By Aleksey Bashtavenko
Suppose you’re back in school and I discover that you have several college papers to write. When I solicit you offering my services, you promptly turn me down because you do not need my help. Instead of respecting your wishes, I employ hackers to gain access to all of your virtual accounts and complete several assignments for you. In return, I’ll withdraw twice as much money from your bank account as was necessary to cover the market fee for the service I’ve rendered. Since I now know that I will always have you as a client, I’ll have no incentive to meet your deadlines or make an honest effort to fully maximize the quality of my work. In this case, you would be justifiably aggrieved, yet this still seems insufficient to show that the government is culpable of the same moral transgression.
This leaves the establishment ideology with just one defense: mandatory government services are necessary to preserve public order. This position can be defended by the premise that a strong centralized government is necessary for preservation of social order and such a politico-economic infrastructure can be supported only by coercive taxation. Indeed, an environment of complete mayhem is often pejoratively referred to as anarchy. The fear that radical decentralization leads to a disastrous pandemonium is comprehensively supported by a plethora of historical examples. In the aftermath of the emergence of the Italian state in the 19th century, the southern territory was embroiled in incessant confrontations between mafia clans. India’s lack of a centralized government has historically been associated with the nation’s failure to achieve stability or economic progress until the British colonization.
Although it is possible for de-centralization to completely destroy social order, that outcome is far from inevitable. History is also fraught with examples of successful de-centralization including the Ancient Greek and autonomous city-states or polises. Even the nascent United States achieved considerable freedom and prosperity in part because of decentralization. Instead of dogmatically accepting the position that decentralization either strengthens or undermines political order, it is necessary to examine this question empirically. The only way to do so is to begin experimenting by slowly introducing minor changes to our politico-economic environment by making some forms of taxation voluntary. It is possible that this practice will engender desirable results where the consumers will opt to support the centralized government services or replace them with superior private services.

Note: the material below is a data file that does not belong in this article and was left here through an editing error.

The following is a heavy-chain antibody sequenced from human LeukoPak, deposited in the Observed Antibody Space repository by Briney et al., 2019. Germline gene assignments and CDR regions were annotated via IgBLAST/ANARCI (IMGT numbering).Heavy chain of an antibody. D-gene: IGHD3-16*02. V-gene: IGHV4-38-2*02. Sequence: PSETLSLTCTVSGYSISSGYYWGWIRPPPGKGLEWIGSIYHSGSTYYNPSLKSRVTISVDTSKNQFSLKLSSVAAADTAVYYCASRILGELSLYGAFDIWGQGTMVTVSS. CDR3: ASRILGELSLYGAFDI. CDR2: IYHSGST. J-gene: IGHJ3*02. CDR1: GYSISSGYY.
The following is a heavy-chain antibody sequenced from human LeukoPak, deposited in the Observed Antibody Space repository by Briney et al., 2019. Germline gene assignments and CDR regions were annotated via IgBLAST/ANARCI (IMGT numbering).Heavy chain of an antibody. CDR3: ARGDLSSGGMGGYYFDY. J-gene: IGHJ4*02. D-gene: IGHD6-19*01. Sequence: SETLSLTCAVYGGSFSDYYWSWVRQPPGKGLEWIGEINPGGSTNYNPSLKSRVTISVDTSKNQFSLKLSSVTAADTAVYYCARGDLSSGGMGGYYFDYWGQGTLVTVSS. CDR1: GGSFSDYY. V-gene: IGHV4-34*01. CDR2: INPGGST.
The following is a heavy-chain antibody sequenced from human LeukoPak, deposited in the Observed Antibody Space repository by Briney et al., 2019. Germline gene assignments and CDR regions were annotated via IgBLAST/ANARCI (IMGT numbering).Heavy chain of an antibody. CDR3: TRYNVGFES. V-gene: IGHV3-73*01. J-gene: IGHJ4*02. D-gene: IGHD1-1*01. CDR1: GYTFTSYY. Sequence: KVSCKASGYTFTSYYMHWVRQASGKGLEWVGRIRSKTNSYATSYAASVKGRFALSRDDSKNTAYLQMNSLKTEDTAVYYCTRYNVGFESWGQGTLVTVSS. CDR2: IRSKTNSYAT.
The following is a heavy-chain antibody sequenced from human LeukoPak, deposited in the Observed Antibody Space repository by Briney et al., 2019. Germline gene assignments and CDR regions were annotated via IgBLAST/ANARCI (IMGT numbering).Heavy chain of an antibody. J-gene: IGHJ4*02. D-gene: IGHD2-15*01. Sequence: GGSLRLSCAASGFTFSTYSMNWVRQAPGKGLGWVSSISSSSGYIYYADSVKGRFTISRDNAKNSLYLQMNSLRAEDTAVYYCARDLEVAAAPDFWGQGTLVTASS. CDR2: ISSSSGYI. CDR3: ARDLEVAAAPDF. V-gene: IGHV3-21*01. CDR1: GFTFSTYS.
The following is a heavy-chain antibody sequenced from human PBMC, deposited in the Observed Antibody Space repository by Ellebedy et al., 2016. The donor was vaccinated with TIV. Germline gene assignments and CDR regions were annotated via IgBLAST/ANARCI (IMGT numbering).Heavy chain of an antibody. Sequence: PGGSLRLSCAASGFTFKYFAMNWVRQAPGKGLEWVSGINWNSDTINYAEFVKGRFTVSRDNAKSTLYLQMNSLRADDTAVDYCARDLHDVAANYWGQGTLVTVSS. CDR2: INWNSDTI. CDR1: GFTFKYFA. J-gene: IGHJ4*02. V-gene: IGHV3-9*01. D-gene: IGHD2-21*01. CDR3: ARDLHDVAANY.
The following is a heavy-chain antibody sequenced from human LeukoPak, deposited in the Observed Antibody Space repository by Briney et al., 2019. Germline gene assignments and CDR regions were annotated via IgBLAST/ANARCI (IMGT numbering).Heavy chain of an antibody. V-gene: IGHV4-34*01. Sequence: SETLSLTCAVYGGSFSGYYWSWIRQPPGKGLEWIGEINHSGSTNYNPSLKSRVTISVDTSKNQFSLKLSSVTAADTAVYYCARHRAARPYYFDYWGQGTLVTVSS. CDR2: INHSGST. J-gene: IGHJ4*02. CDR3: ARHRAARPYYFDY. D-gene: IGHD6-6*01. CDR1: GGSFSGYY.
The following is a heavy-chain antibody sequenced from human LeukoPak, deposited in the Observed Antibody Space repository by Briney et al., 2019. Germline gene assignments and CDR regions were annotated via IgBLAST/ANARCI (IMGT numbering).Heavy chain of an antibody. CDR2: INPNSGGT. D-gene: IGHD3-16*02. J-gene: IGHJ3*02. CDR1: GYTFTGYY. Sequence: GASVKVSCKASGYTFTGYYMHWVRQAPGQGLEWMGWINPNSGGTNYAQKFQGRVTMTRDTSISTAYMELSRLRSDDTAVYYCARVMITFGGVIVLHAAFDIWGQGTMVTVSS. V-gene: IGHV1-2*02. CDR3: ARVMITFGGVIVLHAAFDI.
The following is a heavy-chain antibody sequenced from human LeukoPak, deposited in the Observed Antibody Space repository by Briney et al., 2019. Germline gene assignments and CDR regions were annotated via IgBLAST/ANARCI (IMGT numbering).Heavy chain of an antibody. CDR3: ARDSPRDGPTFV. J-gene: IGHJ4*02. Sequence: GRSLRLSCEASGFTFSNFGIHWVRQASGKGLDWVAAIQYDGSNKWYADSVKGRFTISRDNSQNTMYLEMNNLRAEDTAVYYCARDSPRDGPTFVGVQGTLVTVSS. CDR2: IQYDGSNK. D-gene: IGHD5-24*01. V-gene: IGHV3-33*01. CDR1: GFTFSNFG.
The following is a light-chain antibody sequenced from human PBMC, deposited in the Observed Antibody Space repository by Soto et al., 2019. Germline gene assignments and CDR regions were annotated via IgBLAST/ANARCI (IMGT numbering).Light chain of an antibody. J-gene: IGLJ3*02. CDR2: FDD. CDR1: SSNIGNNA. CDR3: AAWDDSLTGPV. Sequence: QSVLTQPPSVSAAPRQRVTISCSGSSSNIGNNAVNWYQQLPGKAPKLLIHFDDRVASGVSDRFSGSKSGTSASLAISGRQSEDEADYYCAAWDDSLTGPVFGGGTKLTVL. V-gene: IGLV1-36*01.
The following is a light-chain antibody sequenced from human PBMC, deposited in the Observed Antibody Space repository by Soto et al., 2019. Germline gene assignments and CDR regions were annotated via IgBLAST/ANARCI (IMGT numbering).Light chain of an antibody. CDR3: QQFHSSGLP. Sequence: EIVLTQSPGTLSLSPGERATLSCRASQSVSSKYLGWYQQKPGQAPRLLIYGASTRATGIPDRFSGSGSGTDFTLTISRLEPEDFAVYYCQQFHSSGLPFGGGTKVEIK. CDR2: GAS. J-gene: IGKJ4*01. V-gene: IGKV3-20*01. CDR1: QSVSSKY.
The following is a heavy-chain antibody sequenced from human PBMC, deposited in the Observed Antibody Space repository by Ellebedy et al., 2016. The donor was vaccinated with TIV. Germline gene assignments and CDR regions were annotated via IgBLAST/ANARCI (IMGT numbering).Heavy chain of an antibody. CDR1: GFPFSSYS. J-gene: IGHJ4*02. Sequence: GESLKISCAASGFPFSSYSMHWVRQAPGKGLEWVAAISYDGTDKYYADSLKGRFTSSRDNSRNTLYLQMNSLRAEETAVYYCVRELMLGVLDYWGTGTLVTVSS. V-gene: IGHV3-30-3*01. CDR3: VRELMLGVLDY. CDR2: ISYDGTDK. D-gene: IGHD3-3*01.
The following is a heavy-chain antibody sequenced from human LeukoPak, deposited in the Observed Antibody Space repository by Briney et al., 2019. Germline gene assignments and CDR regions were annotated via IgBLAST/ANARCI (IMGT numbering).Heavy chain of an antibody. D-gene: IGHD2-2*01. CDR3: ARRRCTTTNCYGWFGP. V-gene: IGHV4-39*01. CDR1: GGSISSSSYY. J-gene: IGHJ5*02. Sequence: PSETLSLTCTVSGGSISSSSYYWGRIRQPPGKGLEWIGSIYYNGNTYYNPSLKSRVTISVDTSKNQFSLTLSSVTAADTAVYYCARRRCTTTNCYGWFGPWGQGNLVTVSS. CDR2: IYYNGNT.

In the event where the worst fears of the establishment proponents are confirmed, mandatory taxation can be restored. It would then be clear that this form of coercion maximizes the well-being of the largest number of people by preserving public order in the only way it is possible to do so. In that case, this course of action will be supported by a robust Utilitarian argument that’s corroborated by compelling empirical evidence. Although this would be a paternalistic argument with its own authoritarian undercurrents, it would be much less dangerous than the appeal to Rousseau’s General Will. Here, the government would have a clear-cut rationale for financially coercing the public and it will set a precedent for future policies that will require similarly rigorous justifications for future legislation involving coercion. At the very least, intellectual honesty behooves us to understand that the current institution of taxation is profoundly immoral because it involves theft and coercion. If it truly does serve the public interest, this hypothesis is too important to be accepted on faith and it should be subjected to rigorous social experimentation.